Main indicators of Scots pine (Pinus sylvestris L.) fire resistance within Left-Bank Forest-Steppe
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rough bark, surface fires, fire resistance, Scots pine.

How to Cite

Sydorenko, S. H., Voron, V. P., Sydorenko, S. V., & Bolohov, O. M. (2019). Main indicators of Scots pine (Pinus sylvestris L.) fire resistance within Left-Bank Forest-Steppe. Forestry and Forest Melioration, (135), 149-156.



The aim of the study was to determine the basic morphometric indicators of pine fire resistance in typical stands within the Left-Bank Forest-Steppe and their changes with stands aging. Fire resistance determines the degree of a tree’s potential ability to maintain its activity at the individual level after pyrogenic damage. The study of Scots pine fire resistance (Pinus Sylvestris L.) is of great practical importance as such studies serve as a basis for developing of post-pyrogenic mortality models which in turn allow predicting a post-fire viability of damaged trees. The findings on the fire resistance of individual trees will allow in the future developing forest management measures aimed at forming fire resistant pine stands, breeding based on trees fire resistance, etc.

Materials and Methods

To study morphometric indicators of pine trees resistance to pyrogenic damage, field studies were conducted in the forests within Vasyshchevske Forestry in State Enterprise “Zhovtneve Forest Economy” on 6 study plots. The samples for bark thickness assessment were selected in every other meter of model trees, starting from the ground level, separately in the bark plates and in the cracks. The results were processed by the methods of variation statistics and mathematical-statistical analysis.


The diameter, height of a tree and height and thickness of its rough bark are the main indicators of a tree’s fire resistance. It was found that the height of the rough bark on the trunk depends on the tree’s diameter (r = 0.95; tf = 11.28; tst0.01 = 3.25) and the age of the trees in the stand (R² = 0.81; r = 0.90; p = 0.05). The height of the rough bark in all age groups was highly variable (V ˃ 25%). In pine stands, this variability reaches 51%. Based on the obtained results, the statistical-mathematical model was developed which can be used to estimate roughly the height of the rough bark in the stands within Left-Bank Forest-Steppe growing in fresh fairly infertile pine sites (R2 = 0.93; r = 0.97; F = 395.8; Fcrit = 2.6; p = 0.01). The variables in the model are the tree’s diameter and its age. The thickness of the rough bark in the zone where the coarse bark changes to thin bark, in all the cases, ranged from 0.5 to 1.6 mm. In the trees, whose coarse bark goes higher, the thickness of the coarse bark varied within 0.1–0.8 mm in the zone where it changes to thin bark. The bark thickness at a one-meter distance below the zone of transitional bark makes 2–4 mm. Such a bark thickness is not able to prevent the cambium damage caused by fire. Even when the char height on the trunk does not reach the transitional zone where thick coarse bark changes to thin one (1 m below the transitional zone), the risk of damage to the tree tissues increases.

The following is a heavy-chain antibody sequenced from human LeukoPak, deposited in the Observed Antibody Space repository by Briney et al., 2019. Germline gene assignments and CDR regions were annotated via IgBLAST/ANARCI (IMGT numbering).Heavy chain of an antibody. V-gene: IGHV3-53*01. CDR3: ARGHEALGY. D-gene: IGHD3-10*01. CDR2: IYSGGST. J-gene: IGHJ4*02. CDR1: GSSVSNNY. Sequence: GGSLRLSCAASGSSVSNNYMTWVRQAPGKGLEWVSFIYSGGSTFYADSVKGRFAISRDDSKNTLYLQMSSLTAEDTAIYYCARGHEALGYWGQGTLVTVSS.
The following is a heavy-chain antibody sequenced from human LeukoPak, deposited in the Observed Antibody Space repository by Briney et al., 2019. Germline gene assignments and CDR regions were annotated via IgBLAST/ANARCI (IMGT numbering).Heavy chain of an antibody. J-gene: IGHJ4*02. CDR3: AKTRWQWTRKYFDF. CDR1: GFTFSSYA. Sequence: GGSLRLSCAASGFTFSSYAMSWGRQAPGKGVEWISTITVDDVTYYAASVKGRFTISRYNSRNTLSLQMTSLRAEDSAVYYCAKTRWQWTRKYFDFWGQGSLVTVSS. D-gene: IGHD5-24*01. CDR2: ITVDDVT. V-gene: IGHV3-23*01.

The height of the rough bark depends mostly on the tree’s diameter and its age. The bark thickness in the near-rootzone of the pine tree trunk is 10–15 times greater than the bark thickness in cracks where it is 1.5–5.8 mm only. During surface fires there is a high risk that the tree cambium will be locally damaged along the cracks. Such damage causes weakening of the tree and along with other unfavorable conditions (drought, stem pests, diseases) leads to its death.

5 Figs., 3 Tables, 15 Refs.
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